However, part of the guidelines abruptly ended all elective surgeries and procedures to save critical PPE. That has resulted in huge financial losses for the state's hospitals and health systems.
"It's kind of counter-intuitive," said Hultberg. "You'd think with a pandemic hospitals would be full and revenue would be great. But it's not. Really the opposite has occurred," she said.
Hultberg said hospital revenues have also taken a hit because people are afraid to go the hospital for fear of getting the virus. She said visit to clinics and emergency departments are also way down.
"When you take those two factors together hospital revenues are down 40%, and in some cases 70%," Hultberg said.
It's been especially hard for hospitals in rural areas that have few, if any cases of coronavirus.
Hultberg said it's caused hospitals to make tough decisions around staffing, and some, she said, are weeks away from dire financial circumstances.
Gov. Brown has indicated some of the first restrictions lifted could be for elective procedures and surgeries. Hultberg said a task force of association CEOs and operational staff are looking at the issue, and preparing recommendations for the governor on how to safely restart elective procedures.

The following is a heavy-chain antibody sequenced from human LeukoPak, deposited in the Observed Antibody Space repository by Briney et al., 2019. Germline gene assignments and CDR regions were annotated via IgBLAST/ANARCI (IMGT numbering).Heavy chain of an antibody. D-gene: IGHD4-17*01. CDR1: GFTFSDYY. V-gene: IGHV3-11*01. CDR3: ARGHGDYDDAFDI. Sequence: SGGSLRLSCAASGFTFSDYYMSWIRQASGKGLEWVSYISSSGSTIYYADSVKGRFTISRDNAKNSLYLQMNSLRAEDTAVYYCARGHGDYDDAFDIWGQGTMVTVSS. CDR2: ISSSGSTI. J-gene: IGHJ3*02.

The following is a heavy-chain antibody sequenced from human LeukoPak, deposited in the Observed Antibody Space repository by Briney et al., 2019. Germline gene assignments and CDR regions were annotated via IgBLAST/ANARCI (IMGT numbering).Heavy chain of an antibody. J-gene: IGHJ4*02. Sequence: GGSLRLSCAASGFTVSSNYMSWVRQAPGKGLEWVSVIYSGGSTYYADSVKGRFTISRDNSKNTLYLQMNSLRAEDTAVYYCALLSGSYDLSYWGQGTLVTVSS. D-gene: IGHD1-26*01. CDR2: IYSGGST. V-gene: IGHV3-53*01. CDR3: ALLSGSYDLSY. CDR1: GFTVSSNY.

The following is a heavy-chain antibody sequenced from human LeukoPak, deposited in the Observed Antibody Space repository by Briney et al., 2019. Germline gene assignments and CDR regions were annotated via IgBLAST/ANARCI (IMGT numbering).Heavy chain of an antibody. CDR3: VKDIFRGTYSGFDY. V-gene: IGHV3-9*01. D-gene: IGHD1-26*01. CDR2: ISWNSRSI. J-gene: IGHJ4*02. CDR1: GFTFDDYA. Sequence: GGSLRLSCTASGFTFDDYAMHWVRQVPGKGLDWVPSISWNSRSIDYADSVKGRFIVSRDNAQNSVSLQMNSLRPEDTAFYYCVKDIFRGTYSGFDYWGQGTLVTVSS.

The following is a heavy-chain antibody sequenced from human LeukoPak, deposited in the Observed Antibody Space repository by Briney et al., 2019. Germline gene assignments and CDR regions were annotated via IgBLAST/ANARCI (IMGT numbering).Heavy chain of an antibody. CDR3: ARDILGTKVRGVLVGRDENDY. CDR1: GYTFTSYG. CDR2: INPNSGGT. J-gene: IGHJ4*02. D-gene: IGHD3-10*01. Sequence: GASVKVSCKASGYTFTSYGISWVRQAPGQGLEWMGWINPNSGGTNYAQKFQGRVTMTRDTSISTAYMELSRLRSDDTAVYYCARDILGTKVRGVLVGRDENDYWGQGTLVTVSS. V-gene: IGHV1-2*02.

"They have to be thoughtful recommendations based on the best science we have because we want to make sure patients and caregivers are safe before we restart the procedures," she said.
The hospital association has asked Gov. Brown and the Legislature for help to stabilize the state's hospitals that are struggling financially because of the pandemic. They're asking for $200 million. Hultberg said they haven't heard directly from the governor about their request, but they'll keep trying to get the message out that hospitals need the aid.
"This is fundamentally a public health problem. If we are going to restart the economy, we have to have a strong infrastructure that is able to response to any COVID outbreaks," she said.
Allen said they will also be looking at restarting the economy from a geographic perspective. He said certain parts of the state may be able to reopen sooner than others, and they'll watch the results carefully.
"We may see a flare up in a particular area that causes us to make changes in the other direction," he said.
However, he said the goal is that any closure could be narrower, because the state would have adequate testing to isolate cases.
Researchers at Harvard School of Public Health have said without a vaccine, Americans might have to endure social distancing measures to deal with the coronavirus outbreak until 2022.
"I don't think it's tenable to do exactly what we've been doing for that long," Allen said.
"I think in a period of time when we start to see cases decrease, when we know we have ample hospital capacity, which I think we do now, when we are able to deploy testing and contact tracing, I think we'll be able to make changes and gradually reopen things that have been shut down," he said.
Allen said he believes that will be in weeks, not months. In the meantime, Hultberg and Allen emphasize the need for Oregonians to hold the line and stay home.
"You're doing the things we need to do in order to get back to normal, and hopefully all of us can enjoy what we hope will be a beautiful Oregon summer," Hultberg said.